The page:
Gatorade has also bought heavily into the lard marketing. They have flavors like Fast Lightning, and Tropical Snow. These aren't real names, I don't think, but it's the format they use for naming their drinks. I want names like Lemonade or Fruit Punch. I have purchased a few of these lard drinks out of curiousity, and more accurate names would be Dangerous Feces or Insane Barf, because these names more accurately describe their flavour.
Throwing Green on everything is another one. I saw a sign for YellaWood. It simply had their mascot guy with a very smug grin and read "Envrionmentally Preferable Product." Preferable over what? The other guy selling plutonium made houses? That's a pretty relative claim that doesn't really mean much without any context. This is thrown on so much stuff today. Everything is Green this or Green that, when it seems that what would be really green is not purchasing your product at all and stop the overconsuming that is depleting our resources and filling up our dumpsters.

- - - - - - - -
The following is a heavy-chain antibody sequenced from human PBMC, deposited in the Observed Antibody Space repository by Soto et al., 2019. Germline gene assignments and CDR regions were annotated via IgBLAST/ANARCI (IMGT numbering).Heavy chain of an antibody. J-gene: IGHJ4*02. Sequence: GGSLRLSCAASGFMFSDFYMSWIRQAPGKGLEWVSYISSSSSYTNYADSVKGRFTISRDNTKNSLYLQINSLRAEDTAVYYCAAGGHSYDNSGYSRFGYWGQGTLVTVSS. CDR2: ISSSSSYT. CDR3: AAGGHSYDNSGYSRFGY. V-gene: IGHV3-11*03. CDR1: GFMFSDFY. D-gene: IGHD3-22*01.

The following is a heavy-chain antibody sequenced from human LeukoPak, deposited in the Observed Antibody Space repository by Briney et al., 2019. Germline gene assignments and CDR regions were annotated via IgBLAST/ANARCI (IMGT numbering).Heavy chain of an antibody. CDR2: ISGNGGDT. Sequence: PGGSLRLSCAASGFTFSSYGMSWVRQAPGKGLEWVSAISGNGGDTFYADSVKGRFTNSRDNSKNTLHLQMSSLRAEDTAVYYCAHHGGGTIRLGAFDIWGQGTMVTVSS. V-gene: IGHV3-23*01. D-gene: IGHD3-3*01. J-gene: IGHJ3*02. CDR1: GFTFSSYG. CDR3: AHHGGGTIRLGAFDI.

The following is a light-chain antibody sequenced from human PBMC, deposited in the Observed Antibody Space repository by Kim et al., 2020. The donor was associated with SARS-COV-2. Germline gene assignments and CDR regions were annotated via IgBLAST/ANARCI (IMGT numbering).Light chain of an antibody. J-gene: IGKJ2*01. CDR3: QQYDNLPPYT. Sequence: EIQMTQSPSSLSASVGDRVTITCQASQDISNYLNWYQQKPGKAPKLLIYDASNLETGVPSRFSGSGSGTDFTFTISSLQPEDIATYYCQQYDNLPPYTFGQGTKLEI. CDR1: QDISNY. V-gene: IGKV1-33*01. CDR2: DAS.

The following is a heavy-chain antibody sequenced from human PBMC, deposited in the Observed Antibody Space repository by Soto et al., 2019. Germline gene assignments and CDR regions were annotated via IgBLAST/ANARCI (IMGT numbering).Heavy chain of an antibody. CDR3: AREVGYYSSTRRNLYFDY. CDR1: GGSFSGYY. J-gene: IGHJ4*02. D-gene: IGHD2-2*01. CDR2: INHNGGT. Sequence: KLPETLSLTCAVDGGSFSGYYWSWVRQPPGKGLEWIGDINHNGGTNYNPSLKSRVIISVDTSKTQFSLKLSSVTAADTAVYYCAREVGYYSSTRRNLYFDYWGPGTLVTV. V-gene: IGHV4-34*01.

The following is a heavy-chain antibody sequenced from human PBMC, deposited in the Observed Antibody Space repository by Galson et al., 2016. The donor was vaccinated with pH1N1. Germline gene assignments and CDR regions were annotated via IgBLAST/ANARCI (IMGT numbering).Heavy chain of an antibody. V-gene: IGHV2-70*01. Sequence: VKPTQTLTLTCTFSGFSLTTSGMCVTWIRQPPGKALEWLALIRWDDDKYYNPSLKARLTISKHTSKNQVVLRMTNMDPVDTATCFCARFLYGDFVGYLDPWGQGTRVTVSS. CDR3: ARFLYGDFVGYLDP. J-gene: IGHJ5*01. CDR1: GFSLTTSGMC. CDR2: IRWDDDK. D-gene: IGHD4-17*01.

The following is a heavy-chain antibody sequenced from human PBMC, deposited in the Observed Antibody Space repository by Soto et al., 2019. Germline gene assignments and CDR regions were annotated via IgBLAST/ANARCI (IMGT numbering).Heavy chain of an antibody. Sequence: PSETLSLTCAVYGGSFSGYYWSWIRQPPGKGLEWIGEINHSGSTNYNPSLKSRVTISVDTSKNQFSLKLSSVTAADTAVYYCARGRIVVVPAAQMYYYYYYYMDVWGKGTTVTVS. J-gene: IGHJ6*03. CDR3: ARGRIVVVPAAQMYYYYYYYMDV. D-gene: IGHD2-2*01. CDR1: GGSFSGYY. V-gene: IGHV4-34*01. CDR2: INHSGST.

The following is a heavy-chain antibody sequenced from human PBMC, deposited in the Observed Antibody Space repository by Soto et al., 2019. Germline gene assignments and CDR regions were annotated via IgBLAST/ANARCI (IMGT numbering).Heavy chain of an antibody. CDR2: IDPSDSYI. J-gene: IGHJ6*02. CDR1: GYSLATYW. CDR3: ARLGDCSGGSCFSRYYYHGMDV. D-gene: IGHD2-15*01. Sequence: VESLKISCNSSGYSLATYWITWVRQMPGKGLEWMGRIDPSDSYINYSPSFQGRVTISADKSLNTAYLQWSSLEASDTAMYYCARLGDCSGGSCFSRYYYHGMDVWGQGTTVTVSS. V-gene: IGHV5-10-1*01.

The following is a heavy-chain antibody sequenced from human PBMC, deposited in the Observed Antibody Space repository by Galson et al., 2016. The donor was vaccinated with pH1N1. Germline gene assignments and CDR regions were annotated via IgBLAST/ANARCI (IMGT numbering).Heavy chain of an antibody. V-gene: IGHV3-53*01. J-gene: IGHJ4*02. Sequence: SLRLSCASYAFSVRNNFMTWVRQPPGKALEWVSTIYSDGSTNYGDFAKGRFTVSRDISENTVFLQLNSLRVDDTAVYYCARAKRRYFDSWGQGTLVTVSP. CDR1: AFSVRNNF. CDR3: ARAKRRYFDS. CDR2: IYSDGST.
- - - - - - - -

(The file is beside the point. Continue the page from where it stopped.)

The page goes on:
When I buy something I don't want bullshit. Bullshit doesn't help me make a better decision. Tell me what you are selling me and for how much. Once you start going off on tangents, my BS meter goes off and I start looking elsewhere.

I joined a movement, and didn't know it.